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Can a parent move children with custody access orders in place?

There are many things that might prompt a parent to want to move his or her kids away from the other parent. There could be abuse involved in the relationship, the parent may have a job offer elsewhere, or he or she may want to be closer to extended family. But according to family law rules in British Columbia, no parent can make the one-sided decision to move the children if the access rights of the other parent are affected. Women are mostly affected by these situations, although not always.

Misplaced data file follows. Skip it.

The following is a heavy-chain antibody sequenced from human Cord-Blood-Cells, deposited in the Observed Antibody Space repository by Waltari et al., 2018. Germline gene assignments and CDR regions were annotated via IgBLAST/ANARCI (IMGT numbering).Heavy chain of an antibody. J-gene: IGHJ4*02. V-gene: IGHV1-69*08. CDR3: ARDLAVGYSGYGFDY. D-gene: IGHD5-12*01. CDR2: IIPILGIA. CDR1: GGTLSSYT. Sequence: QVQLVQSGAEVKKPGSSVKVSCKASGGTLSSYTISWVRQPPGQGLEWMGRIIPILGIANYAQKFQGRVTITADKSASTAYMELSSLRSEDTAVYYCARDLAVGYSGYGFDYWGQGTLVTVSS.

If one parent consents to the other relocating with the children, the move can be made, but the consent should always be obtained in writing. A lawyer is in the position to help a client with a clause in the custody agreement or create an amendment to a custody order. It is inadvisable to go on verbal consent alone.

If a parent doesn't consent to relocation, the other parent must go to court to prove that moving the children is in their best interests, and access to the other parent will be allowed. If the move includes safety as one of the reasons, it must be stated in a motion or an application. Proof must be provided, such as evidence of calling police, or protective orders. 

Custody and access orders are in place for a reason. When one parent wants to relocate children, it is best he or she speaks with a lawyer experienced in British Columbia family law. A lawyer may be able to review a client's individual case and offer advice and guidance based on the circumstances.

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